A Welsh service providing support to vulnerable families with complex needs is keeping children out of care, according to deputy minister for social services Gwenda Thomas.
The integrated family support services (IFSS) programme is unique to Wales and was rolled out earlier this year. It has so far supported more than 350 families by providing targeted support and helping to connect children’s and adults services.
The service is designed to work with families to make positive changes when their children are at risk of being moved into care or put on a child protection plan. Factors for referring a family to an integrated family support team include substance misuse, domestic violence, abuse or mental health issues.
A recent evaluation of the programme discovered the practice had been used effectively. Families were found to feel significantly more confident in their ability to manage their own problems and challenges, and felt motivated to do so. They also better understood the causes of some of their issues and had seen a partial or full resolving of problems they had faced. However the evaluation also noted that the teams had been less successful with families who lead ‘chaotic’ lives, saying it struggled to motivate these chaotic families to want to turn things around.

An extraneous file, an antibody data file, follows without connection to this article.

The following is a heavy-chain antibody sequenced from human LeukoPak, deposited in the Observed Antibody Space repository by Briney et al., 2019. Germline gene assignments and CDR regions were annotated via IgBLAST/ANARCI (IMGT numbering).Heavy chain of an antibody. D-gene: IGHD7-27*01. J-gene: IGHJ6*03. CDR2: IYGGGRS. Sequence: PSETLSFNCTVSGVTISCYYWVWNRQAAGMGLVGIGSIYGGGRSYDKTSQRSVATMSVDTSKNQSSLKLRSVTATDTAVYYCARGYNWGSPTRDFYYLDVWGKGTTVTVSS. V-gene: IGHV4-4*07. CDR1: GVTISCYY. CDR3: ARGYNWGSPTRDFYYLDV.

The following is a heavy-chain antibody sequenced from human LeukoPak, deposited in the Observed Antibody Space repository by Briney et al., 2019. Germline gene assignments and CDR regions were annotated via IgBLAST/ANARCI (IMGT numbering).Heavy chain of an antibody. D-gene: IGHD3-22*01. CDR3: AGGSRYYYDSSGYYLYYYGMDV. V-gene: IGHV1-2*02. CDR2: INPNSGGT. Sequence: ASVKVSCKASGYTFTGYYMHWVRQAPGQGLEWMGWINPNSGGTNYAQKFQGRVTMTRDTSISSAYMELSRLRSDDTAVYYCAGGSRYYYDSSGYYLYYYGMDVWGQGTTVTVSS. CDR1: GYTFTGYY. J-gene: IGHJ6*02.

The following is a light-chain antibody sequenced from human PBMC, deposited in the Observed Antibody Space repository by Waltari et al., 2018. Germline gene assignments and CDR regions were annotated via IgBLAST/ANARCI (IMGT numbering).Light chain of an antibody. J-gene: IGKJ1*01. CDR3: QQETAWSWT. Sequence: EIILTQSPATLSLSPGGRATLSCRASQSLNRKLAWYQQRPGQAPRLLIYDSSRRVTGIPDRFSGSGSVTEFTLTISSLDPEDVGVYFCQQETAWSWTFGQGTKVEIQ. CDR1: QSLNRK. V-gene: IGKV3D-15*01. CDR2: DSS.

Thomas said: “Evidence shows that early intervention in families with complex issues leads to better outcomes for those families and their children.
“IFSS is aimed at families who are primarily referred due to parental alcohol and substance misuse but is also designed to help with other problems that co-exist such as domestic violence or mental health.”
The programme was given £4.5m from the Welsh government for the continued delivery of the service across wales in 2014/15.